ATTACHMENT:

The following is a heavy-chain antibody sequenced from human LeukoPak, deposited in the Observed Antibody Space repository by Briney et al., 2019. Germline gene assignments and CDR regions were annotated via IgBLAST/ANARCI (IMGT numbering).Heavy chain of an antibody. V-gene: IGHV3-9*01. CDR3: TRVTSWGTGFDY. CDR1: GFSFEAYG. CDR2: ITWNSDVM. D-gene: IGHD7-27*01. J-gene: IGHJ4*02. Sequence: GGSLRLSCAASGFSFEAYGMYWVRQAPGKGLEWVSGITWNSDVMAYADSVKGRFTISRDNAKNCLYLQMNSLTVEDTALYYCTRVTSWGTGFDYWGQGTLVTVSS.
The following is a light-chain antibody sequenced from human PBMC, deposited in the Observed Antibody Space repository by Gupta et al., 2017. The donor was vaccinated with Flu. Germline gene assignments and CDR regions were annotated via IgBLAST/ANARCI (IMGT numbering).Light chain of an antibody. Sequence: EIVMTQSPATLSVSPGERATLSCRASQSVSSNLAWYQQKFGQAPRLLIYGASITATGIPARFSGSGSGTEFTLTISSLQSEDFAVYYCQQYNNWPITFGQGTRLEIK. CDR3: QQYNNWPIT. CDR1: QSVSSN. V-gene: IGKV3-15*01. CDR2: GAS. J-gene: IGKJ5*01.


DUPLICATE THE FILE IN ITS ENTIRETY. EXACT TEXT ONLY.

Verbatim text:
The following is a heavy-chain antibody sequenced from human LeukoPak, deposited in the Observed Antibody Space repository by Briney et al., 2019. Germline gene assignments and CDR regions were annotated via IgBLAST/ANARCI (IMGT numbering).Heavy chain of an antibody. V-gene: IGHV3-9*01. CDR3: TRVTSWGTGFDY. CDR1: GFSFEAYG. CDR2: ITWNSDVM. D-gene: IGHD7-27*01. J-gene: IGHJ4*02. Sequence: GGSLRLSCAASGFSFEAYGMYWVRQAPGKGLEWVSGITWNSDVMAYADSVKGRFTISRDNAKNCLYLQMNSLTVEDTALYYCTRVTSWGTGFDYWGQGTLVTVSS.
The following is a light-chain antibody sequenced from human PBMC, deposited in the Observed Antibody Space repository by Gupta et al., 2017. The donor was vaccinated with Flu. Germline gene assignments and CDR regions were annotated via IgBLAST/ANARCI (IMGT numbering).Light chain of an antibody. Sequence: EIVMTQSPATLSVSPGERATLSCRASQSVSSNLAWYQQKFGQAPRLLIYGASITATGIPARFSGSGSGTEFTLTISSLQSEDFAVYYCQQYNNWPITFGQGTRLEIK. CDR3: QQYNNWPIT. CDR1: QSVSSN. V-gene: IGKV3-15*01. CDR2: GAS. J-gene: IGKJ5*01.